I tried once again to get some honey locust pulp. The pods were tender and pliable and did not have seeds, but there was no pulp or sweetness to them. I think that I’m too early. Usually I’m too late.

  2. Arena, Thanks so much for sharing this new plant with us. We hope to try the ajiaco this season. Congratulations on the walnut pickles. Can't wait to see them. As for the honey locust, it's a familiar story. It seems that anything with a really short season gets missed by us. I think of cattail pollen, and wild rice.

  3. That is definitely what took over our garden last year. AND, it turns out the weed that we're battling this year is actually purslane, not spurge. I still would like it to get out of my onion bed, but at least it's edible.

    P.S. If those pickled black walnuts turn out okay, please post about it. We have thousands of black walnuts that rain down on our lawns every year that mostly go to waste as I can't figure out how to crack them well. Our friend is British and loves pickled walnuts, but I thought black walnuts would be too bitter for pickling. So your experiment can be mine, too. :-)

  4. Kristin,
    Congratulations on having a garden full of purslane! It's one of our favorite greens. You are also blessed to have black walnuts. They are not bitter. They are wonderful--better I think than the English walnut sold in stores. They just take time. The trick is to get the husks off before they leach tannins through the shell into the nutmeat.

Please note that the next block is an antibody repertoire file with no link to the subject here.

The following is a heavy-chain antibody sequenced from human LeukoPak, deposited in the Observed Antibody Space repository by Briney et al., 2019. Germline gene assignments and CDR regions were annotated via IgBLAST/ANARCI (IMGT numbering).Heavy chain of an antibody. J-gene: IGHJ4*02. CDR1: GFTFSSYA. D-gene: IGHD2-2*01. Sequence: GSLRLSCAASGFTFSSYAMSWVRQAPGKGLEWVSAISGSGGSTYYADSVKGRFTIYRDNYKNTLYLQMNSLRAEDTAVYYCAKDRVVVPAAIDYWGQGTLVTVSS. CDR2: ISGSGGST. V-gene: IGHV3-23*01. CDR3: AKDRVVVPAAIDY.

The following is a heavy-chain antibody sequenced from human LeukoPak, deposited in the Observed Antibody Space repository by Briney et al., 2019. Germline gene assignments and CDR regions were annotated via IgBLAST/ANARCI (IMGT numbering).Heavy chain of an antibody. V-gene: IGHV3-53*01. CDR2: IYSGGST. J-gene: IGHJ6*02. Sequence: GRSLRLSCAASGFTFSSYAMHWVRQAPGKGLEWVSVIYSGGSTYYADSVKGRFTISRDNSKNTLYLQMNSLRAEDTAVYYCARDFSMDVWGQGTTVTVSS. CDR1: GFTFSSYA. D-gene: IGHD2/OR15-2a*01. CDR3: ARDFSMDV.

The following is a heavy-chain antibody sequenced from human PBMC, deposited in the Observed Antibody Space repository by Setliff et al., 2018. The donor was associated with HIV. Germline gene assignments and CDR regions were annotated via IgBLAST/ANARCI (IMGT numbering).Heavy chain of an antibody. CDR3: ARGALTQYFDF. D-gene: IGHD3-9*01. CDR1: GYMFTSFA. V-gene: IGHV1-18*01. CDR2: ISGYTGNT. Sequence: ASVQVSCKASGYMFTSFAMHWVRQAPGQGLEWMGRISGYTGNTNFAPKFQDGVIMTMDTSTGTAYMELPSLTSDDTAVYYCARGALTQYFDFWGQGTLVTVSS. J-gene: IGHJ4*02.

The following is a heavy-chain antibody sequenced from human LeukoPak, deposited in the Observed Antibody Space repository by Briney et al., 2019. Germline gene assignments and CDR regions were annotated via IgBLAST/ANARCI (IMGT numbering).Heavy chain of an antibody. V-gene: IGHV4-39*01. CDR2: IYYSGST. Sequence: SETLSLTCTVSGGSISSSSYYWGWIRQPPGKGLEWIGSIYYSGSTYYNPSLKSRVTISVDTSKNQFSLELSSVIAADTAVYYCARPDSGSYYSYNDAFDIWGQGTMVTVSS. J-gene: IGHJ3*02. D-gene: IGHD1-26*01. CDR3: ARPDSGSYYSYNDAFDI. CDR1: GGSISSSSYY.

We gathered nearly a bushel last year, let the husks rot a little bit, dried them in our basement over the winter and crack them with a sledgehammer on a rock. We'll post about this soon if we get the chance.

  5. Hi Thag!

    I was just keying out Galinsoga, went online to see if it was used for anything in particular, and your website gave me a wealth of information! Thanks so much! I love the crunchy stems raw.
    I also saw your caveman blog. I read your last post, about being inspired by Tom Brown (I was too) and then starting to wonder if perhaps things weren't romanticized a little =) I went through a similar journey, and now run ReWild University, helping people re-connect with their "caveperson" selves. It might be fun to open an email dialog about what you've experienced, how your caveman quest has unfolded, and to discuss some of what we've both experienced. We could then publish the back-and-forth on our respective blogs as a study for others who are moving down similar paths. If you're interested, you can write me at rewildu (at) yahoo (dot) com!

    Thanks again for the quickweed information! Yum!

    1. Hi Kenton,
      I'm so glad that this was helpful. It sounds like we've got a lot in common. I'd love to hear about your work at ReWilding. I'll send you a message soon. Also, my Ooga and I have a bumper crop of galinsoga in our fallow garden this year. We'll be making a Columbian dish with it over the coming week. So stay tuned.